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Birth control pills are synthetic forms of the hormones progesterone and estrogen taken by women to prevent pregnancy.

Overview

What Is It?

Birth control pills are synthetic forms of the hormones progesterone and estrogen taken by women to prevent pregnancy. The birth control pill prevents ovulation by maintaining more consistent hormone levels. Without a peak in estrogen, the ovary doesn't get the signal to release an egg, which eliminates the possibility of fertilization and pregnancy.

So you've decided to use birth control pills for contraception, but all the choices seem confusing. It's no wonder, with more than 40 oral contraceptive products available in the United States today, not to mention all the other forms of birth control. This guide can help you understand the various types of oral contraceptives and some of the pros and cons.

Since the U.S. Food and Drug Administration (FDA) approved "the pill" in 1960, it has become the most popular and one of the most effective forms of reversible birth control ever invented. Among U.S. couples who use birth control, nearly one-third use the pill.

In recent years, birth control pills have changed to include less hormones, resulting in fewer side effects. In fact, almost all healthy women who don't smoke may use birth control pills, regardless of their age. Unlike the original oral contraceptives, low-dose pills have few health risks and even offer some health benefits.

Despite the fact that they are safe for most women, birth control pills do carry some health risks. For example, if you are over 35 and smoke or have certain medical conditions such as a history of blood clots or breast or endometrial cancer, your health care professional may advise against taking oral contraceptives. Also, birth control pills do not protect you from sexually transmitted diseases (STDs), including HIV (human immunodeficiency virus), the virus that causes AIDS, or HPV, the human papillomavirus that can cause cervical cancer.

Unlike other forms of birth control sold over-the-counter, you need a health care professional's prescription to purchase birth control pills, and many health insurers cover their cost. The one exception is the emergency birth control pill, Plan B One-Step, which is sold over the counter.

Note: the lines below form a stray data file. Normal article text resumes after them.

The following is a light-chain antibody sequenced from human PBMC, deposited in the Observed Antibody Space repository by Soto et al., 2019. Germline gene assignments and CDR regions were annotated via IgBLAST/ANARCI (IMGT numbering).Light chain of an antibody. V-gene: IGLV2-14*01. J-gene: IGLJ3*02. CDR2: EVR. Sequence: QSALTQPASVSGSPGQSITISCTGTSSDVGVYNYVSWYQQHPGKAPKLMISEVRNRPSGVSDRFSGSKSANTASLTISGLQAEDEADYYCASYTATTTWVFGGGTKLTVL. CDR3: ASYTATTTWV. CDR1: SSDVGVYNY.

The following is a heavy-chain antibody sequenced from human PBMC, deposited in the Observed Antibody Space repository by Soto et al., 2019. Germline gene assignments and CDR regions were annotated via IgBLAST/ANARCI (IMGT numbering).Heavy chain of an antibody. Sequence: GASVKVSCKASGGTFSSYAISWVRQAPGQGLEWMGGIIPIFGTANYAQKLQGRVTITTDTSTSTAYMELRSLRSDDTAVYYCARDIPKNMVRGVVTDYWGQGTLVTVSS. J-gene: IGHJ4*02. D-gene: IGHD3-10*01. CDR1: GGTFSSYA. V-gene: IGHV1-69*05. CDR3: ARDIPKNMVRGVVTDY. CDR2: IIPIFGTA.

How Do Birth Control Pills Work?

Put simply, birth control pills work by regulating your hormones to prevent ovulation, the release of an egg each month. If there is no egg available to be fertilized, you can't get pregnant.

More specifically, here's how it works: At the beginning of each menstrual cycle, levels of the hormone estrogen begin to rise. Estrogen helps thicken the bloody lining of the uterus (endometrium) to prepare for a fertilized egg. Once estrogen levels peak, about 14 days into the menstrual cycle, one of the ovaries releases one or more eggs--this release is called ovulation.

After ovulation, levels of another reproductive hormone--progesterone--rise to help prepare the uterus to receive a fertilized egg by thickening its lining. The egg travels through the fallopian tubes toward the uterus, and if the egg is fertilized and successfully implants itself in the uterine lining, conception (pregnancy) takes place.

If conception does not occur, both estrogen and progesterone levels drop, signaling the now thickened uterine bloody lining to slough off or shed, and menstruation begins.

Birth control pills are a synthetic form of the hormones progesterone and estrogen. They prevent ovulation by maintaining more consistent hormone levels. Without a peak in estrogen, the ovary doesn't get the signal to release an egg. Remember that no egg means no possibility for fertilization and pregnancy. The pill also thickens cervical mucus so the sperm cannot reach the egg. It makes the lining of the uterus unreceptive to the implantation of a fertilized egg.

Taking Birth Control Pills